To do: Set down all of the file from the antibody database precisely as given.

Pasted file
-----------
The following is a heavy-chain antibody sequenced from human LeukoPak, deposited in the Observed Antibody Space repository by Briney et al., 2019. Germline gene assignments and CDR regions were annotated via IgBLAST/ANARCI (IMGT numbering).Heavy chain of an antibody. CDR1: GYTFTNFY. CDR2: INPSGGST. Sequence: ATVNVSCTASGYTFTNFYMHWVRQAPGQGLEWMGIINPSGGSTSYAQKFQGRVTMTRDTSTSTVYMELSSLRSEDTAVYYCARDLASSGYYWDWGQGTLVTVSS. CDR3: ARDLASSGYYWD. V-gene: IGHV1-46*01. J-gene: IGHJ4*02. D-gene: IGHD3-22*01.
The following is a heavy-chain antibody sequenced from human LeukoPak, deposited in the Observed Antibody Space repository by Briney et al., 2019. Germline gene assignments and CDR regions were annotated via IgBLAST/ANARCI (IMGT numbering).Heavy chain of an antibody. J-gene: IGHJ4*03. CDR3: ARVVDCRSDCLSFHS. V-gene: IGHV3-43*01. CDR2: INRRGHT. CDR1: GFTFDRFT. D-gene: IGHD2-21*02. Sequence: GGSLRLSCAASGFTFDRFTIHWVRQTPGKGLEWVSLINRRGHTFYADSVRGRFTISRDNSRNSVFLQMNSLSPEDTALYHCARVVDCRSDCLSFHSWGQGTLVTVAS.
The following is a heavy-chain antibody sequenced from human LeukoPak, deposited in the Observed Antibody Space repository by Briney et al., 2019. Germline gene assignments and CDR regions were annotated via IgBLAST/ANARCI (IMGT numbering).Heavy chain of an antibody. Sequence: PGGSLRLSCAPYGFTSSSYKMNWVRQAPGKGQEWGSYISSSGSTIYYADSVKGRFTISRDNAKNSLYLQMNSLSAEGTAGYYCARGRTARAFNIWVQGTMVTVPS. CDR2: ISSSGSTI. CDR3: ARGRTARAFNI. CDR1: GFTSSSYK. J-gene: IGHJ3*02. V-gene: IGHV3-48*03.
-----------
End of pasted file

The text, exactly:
The following is a heavy-chain antibody sequenced from human LeukoPak, deposited in the Observed Antibody Space repository by Briney et al., 2019. Germline gene assignments and CDR regions were annotated via IgBLAST/ANARCI (IMGT numbering).Heavy chain of an antibody. CDR1: GYTFTNFY. CDR2: INPSGGST. Sequence: ATVNVSCTASGYTFTNFYMHWVRQAPGQGLEWMGIINPSGGSTSYAQKFQGRVTMTRDTSTSTVYMELSSLRSEDTAVYYCARDLASSGYYWDWGQGTLVTVSS. CDR3: ARDLASSGYYWD. V-gene: IGHV1-46*01. J-gene: IGHJ4*02. D-gene: IGHD3-22*01.
The following is a heavy-chain antibody sequenced from human LeukoPak, deposited in the Observed Antibody Space repository by Briney et al., 2019. Germline gene assignments and CDR regions were annotated via IgBLAST/ANARCI (IMGT numbering).Heavy chain of an antibody. J-gene: IGHJ4*03. CDR3: ARVVDCRSDCLSFHS. V-gene: IGHV3-43*01. CDR2: INRRGHT. CDR1: GFTFDRFT. D-gene: IGHD2-21*02. Sequence: GGSLRLSCAASGFTFDRFTIHWVRQTPGKGLEWVSLINRRGHTFYADSVRGRFTISRDNSRNSVFLQMNSLSPEDTALYHCARVVDCRSDCLSFHSWGQGTLVTVAS.
The following is a heavy-chain antibody sequenced from human LeukoPak, deposited in the Observed Antibody Space repository by Briney et al., 2019. Germline gene assignments and CDR regions were annotated via IgBLAST/ANARCI (IMGT numbering).Heavy chain of an antibody. Sequence: PGGSLRLSCAPYGFTSSSYKMNWVRQAPGKGQEWGSYISSSGSTIYYADSVKGRFTISRDNAKNSLYLQMNSLSAEGTAGYYCARGRTARAFNIWVQGTMVTVPS. CDR2: ISSSGSTI. CDR3: ARGRTARAFNI. CDR1: GFTSSSYK. J-gene: IGHJ3*02. V-gene: IGHV3-48*03.